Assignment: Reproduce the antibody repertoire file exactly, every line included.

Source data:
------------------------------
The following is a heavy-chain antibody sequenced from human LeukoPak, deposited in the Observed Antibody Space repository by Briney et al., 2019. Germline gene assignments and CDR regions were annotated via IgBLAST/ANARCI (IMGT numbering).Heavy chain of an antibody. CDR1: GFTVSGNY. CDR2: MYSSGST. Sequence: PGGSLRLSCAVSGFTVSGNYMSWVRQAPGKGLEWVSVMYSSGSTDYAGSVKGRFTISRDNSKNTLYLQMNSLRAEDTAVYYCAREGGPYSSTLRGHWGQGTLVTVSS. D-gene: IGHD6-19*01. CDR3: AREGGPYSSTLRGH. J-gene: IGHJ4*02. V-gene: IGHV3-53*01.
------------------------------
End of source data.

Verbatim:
The following is a heavy-chain antibody sequenced from human LeukoPak, deposited in the Observed Antibody Space repository by Briney et al., 2019. Germline gene assignments and CDR regions were annotated via IgBLAST/ANARCI (IMGT numbering).Heavy chain of an antibody. CDR1: GFTVSGNY. CDR2: MYSSGST. Sequence: PGGSLRLSCAVSGFTVSGNYMSWVRQAPGKGLEWVSVMYSSGSTDYAGSVKGRFTISRDNSKNTLYLQMNSLRAEDTAVYYCAREGGPYSSTLRGHWGQGTLVTVSS. D-gene: IGHD6-19*01. CDR3: AREGGPYSSTLRGH. J-gene: IGHJ4*02. V-gene: IGHV3-53*01.